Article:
Understanding pH Balance: How It Affects Hair Health
Should your hair be acidic or basic? The ph level of your hair can affect its health. Here's how to manage it.
The condition of your hair has a lot to do with its pH balance. Does it break easily? Is it dull, limp, or frizzy? Does it take forever to dry? Is your scalp itchy with dry, flaky spots? These are signs that its pH balance is off and leaning towards a more alkaline profile, which can lead to more damage when neglected.
Tipping The pH Scale
Understanding and maintaining your hair and scalp’s pH balance is necessary to your overall hair health. Healthy hair is more on the acidic side. Your hair and the sebum on your scalp must have a pH between 4.5 and 5.0 on a scale of 0 to 14. The lower the number, the higher the acidity, divided by the neutral pH level of 7, while the upper levels are considered alkaline or basic.
This natural acidity keeps bacteria and fungi from thriving in your hair and scalp and keeps your hair . When your hair and scalp become alkaline or basic, your hair cuticle z – the outer layer of your hair – lifts and opens, compromising its strength. It leads to dry, frizzy, and . An alkaline scalp allows bacteria and fungi to grow, making your head . Clogged and irritated hair follicles can lead to .
But don’t worry. While this delicate pH balance is easy to disrupt, you can fix it with proper care, restoring damaged hair naturally.
What Causes pH Imbalances?
Our hair and scalp, along with our face, chest, and hands, tend to be more alkaline because they are more exposed to the elements. Air pollution, antibiotic intake, change in seasons, exposure to different humidity levels, sweat, tap water, and too much sun exposure all play a role.
Age also plays a factor. Healthy newborns have relatively high pH levels all over. As babies get older, their pH levels rapidly decline.
Our grooming choices, however, influence the most drastic shift. or texture with a new dye or perm treatment is fun, but chemical processes push the hair and scalp pH to the alkaline side to change its appearance.
Or the culprit could be something that you use every day. Plenty of shampoos in the market use cleansing agents with high alkaline levels and mask it with the slippery feel of silicone, which can be damaging in itself.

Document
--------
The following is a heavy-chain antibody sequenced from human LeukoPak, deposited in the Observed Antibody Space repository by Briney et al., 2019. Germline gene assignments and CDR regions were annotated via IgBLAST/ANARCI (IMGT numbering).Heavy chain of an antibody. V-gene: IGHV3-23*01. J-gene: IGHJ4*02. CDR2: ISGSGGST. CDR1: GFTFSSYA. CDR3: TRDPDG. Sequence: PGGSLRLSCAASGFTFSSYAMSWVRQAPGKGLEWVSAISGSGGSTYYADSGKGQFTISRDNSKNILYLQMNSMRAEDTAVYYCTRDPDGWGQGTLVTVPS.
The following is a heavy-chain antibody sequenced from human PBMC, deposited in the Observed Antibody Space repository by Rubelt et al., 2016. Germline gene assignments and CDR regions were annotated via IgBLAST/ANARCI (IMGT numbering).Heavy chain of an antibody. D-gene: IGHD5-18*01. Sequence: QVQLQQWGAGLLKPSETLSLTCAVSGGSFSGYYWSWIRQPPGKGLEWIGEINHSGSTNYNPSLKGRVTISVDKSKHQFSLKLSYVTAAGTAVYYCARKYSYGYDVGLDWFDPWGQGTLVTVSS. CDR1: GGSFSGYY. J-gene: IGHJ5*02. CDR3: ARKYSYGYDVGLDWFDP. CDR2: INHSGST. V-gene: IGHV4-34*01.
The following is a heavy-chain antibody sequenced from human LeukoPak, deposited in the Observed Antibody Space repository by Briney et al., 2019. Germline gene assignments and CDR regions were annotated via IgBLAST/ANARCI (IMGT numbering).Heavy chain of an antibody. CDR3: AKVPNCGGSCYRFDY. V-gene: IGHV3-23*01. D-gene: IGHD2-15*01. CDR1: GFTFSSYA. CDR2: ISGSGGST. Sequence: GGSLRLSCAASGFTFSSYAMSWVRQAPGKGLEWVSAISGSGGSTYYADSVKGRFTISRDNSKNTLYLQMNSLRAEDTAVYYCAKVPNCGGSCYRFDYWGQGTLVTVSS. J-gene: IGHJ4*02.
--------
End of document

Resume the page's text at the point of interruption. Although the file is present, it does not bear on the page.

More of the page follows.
Now that you can pinpoint what the culprit may be, the rebalancing process begins by undoing the damage at the first step of your regimen.
Fix It at the First Step
Restore damaged hair naturally when you shower. Note the pH level of your shampoo and go for a silicone-free shampoo.
. Silicones are suffixed with “-cone.” Once you spot it, especially when it’s high on the ingredients list – meaning it has the most concentration in the formula – skip it.
They are a common ingredient used to mimic moisturization in the hair. While they make the hair shaft feel silky-smooth right after use, they ultimately leave your already-damaged hair looking dull and limp and develop an itchy, greasy build-up on your irritated scalp.
Prevent further irritation and damage and choose a pH-neutral formula. Shampoos like Dove Botanical Silicone Free Shampoo or Sunsilk Damage Reconstruction Shampoo are silicone-free and pH-neutral, too.
Because they’re free of silicones, they both cleanse off any build-up and excess oil. Its neutral pH allows the hair cuticle and scalp to respond better to its nourishing ingredients. Dove helps repair damaged hair with a 100% botanical Pink Moroccan Rose extract, while Sunsilk coats the hair shaft with keratin, almond oil, and vitamin C.
When it comes to your hair and scalp health, your shampoo is your most-used personal care product. Too basic, too acidic, or too loaded with potentially irritating ingredients can disrupt its pH balance. Be mindful of your shampoo choice and welcome your fullest, most beautiful hair yet.